We Were Enthusiastic Fencers
AT THE age of thirteen I saw a movie based on Alexandre Dumas’ novel “The Three Musketeers.” I was enchanted by the art of fencing, as well as the mutual friendship of those three men whose slogan was “one for all and all for one.”
At the time, I was going to a secondary school in an eastern European country, and became a member of a fencing club. I was enraptured, and did my best to master the techniques. Because I made good grades at school, my parents did not object to this new fancy of mine.
Eventually, at age nineteen, I enrolled at the University to study law. But the first thing that I did was to seek out the University fencing club, where there were excellent coaches. Both boys and girls belonged to the club.
One of the girls, Mary, drew my attention. She displayed unusual skill, knowing how to force her opponent to respond to her own style and to maintain absolute control of the situation. I looked forward to a duel with her, fully appreciating all the subtle tricks of fencing that she employed.
In time, three of us boys in the club came to be very close companions. There was John, who was studying natural science, and Paul, who was a mathematics and physics student. Both were fully committed to fencing, although they had been involved in the sport only a relatively short time.
The three of us would spend parts of our vacations together in picturesque mountains. And that’s where our friendship was born. Soon we discovered that we complemented one another very well. John had immediate, and sometimes even unrestrained, enthusiasm, which Paul attempted to rectify with his concrete opinions. The three of us, the same number as in Dumas’ novel, became good fencers and inseparable friends.
During our holidays we worked out plans for the coming fencing season. We devoted almost all our leisure time to the physical and psychological preparation for the competitions that we so much enjoyed.
But there was also Mary. Actually she excelled us in fencing finesse and elegance. She shone in many important tournaments. And so, in time, the four of us came to enjoy a unique relationship.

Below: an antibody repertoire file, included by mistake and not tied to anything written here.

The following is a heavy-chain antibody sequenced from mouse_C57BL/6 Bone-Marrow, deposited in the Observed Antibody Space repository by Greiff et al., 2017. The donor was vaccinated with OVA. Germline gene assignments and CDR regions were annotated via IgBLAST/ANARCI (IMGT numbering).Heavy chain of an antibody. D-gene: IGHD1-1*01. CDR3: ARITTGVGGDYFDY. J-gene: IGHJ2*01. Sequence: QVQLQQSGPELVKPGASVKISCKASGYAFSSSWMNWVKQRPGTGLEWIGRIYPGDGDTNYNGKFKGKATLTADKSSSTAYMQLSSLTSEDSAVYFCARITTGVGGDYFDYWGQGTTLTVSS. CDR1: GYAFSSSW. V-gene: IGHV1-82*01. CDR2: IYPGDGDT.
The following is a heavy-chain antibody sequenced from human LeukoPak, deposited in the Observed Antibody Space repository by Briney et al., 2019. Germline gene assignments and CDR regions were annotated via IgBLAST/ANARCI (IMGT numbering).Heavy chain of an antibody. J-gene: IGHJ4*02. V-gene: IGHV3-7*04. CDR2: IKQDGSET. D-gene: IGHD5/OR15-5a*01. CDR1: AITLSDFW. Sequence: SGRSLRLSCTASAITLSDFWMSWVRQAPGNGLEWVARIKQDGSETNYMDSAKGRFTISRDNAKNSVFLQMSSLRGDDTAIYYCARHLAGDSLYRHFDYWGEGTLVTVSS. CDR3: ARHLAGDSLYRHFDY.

A THREAT TO OUR UNITY
When I turned twenty-two, we took part in a skiing tour arranged by our fencing club. It was there that Mary surprised us by talking about some changes that would affect the whole world, and she quoted something from the Bible—the twenty-fourth chapter of Mt Matthew’s Gospel. Each of us responded negatively. I simply said: “There are certain values in the world that I am not going to abandon because of some questionable prophecy.”
About a month later Mary came to the fencing club looking quite changed. By this time we had known each other for about two and a half years. She packed up her fencing gear, said good-bye and left. To say the least, we were shocked, for it seemed as if she was leaving for good. We called her up and asked whether we couldn’t pay her a visit that very evening. She agreed.
That evening we encountered an entirely different person—someone whom we had never seen before. Mary, who was always able to score masterful hits with her foil, to parry attacks promptly, and to join in our laughters, now had tear marks on her face. But at the same time she appeared confident. She opened her Bible and read in a serious voice: “And they will have to beat their swords into plowshares and their spears into pruning shears. Nation will not lift up sword against nation, neither will they learn war anymore.”—Isa. 2:4.
When she finished, she looked at us and there was a great question mark in her eyes. I think she expected our approval when she said: “I want to serve Jehovah, our God, and abide by the principles of the Bible. I no longer want to learn to fight, and fencing is a martial sport.”
I felt crushed, sensing that my dreams of the musketeers’ friendship were collapsing. Later I told John, who was closest to me, that, at all costs, we must bring Mary back to our fencing school.
“Yes, of course,” John agreed, “but how? I certainly don’t agree with Mary’s decision,” he said, “but I admire it. It takes a good deal of courage to make such a decision.”
EFFORTS TO CHANGE MARY’S MIND